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Mozambique, Economy

Under Portuguese rule Mozambique was a major exporter of sugar, copra (the meaty lining of coconuts), cotton, rice, tea, and cashews. Mozambique also exported labor in enormous quantities, as the colonial government received compensation for the hundreds of thousands of Mozambicans who traveled to work in the mines of South Africa and Southern Rhodesia (now Zimbabwe). Railroads, ports, and tourism also provided significant income and made services an important part of the country’s economy before independence.

In 1975 the first government of independent Mozambique established a Marxist state, in which most economic production was controlled by the government. Plantations and businesses that had been owned by Portuguese firms were collectivized, and the government made large investments to boost productivity. Western investors, especially the Portuguese, were antagonized by these and other changes, and vital foreign investment in the young republic dried up. Output soon stagnated and with the onset of the civil war in 1980 the economy quickly collapsed. For a decade, all economic life effectively came to a standstill. Railroads and industrial installations were destroyed, export trade stopped, and more than one million people died. Infusions of foreign aid staved off complete economic decimation.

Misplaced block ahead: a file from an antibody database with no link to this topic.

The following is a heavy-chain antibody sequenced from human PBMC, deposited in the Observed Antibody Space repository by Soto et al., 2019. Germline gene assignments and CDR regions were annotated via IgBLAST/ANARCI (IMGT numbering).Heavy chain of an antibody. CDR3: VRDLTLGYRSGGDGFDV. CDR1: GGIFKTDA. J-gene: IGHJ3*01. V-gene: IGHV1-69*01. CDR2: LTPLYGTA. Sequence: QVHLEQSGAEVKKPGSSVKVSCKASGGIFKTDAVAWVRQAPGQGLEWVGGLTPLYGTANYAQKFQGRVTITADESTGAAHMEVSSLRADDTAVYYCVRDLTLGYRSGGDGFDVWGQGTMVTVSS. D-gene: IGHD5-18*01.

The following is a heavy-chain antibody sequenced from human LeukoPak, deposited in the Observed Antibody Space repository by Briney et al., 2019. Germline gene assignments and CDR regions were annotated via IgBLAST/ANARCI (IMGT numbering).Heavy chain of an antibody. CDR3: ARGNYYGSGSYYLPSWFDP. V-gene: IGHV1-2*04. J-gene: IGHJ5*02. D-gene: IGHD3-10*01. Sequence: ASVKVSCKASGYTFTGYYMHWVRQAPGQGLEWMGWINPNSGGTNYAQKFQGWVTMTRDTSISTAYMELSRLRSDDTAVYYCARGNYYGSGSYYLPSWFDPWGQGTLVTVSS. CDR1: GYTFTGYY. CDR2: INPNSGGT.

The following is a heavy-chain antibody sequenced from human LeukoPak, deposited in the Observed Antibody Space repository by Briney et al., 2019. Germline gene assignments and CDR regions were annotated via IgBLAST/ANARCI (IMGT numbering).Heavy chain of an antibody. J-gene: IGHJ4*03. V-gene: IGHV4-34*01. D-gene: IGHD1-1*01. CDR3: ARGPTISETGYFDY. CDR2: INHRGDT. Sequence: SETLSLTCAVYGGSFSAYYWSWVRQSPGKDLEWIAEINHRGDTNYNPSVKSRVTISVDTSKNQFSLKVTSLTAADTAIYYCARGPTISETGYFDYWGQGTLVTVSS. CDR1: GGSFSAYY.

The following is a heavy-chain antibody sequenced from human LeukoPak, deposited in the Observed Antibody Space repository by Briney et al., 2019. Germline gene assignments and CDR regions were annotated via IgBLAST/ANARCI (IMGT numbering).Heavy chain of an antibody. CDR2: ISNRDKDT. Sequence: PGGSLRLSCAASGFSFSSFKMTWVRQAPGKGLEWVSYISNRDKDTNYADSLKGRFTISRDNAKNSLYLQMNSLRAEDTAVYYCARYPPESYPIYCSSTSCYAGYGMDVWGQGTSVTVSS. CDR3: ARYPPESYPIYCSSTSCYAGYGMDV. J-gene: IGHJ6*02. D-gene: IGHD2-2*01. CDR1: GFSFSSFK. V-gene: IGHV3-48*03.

In the late 1980s the government loosened its controls on what was left of the economy—it dismantled collective farms, encouraged foreign investment, and cut government subsidies. After a peace accord ended the civil war in 1992, the United Nations (UN) coordinated a large program to restore the economy; the program’s priorities were the resettling of refugees and reopening of ports and communication facilities. Reconstruction efforts, fueled by foreign aid, continued throughout the 1990s. In 2000 Mozambique’s gross domestic product (GDP) was $3.75 billion. Mozambique’s per capita income was estimated to be about $210 per year, making Mozambique one of the world’s poorest countries. Agriculture accounted for 24 percent of the economy. Industry, including mining, manufacturing, and construction, generated 25 percent of the GDP. The broad services category, which includes trade, produced 50 percent of the GDP in 2000.

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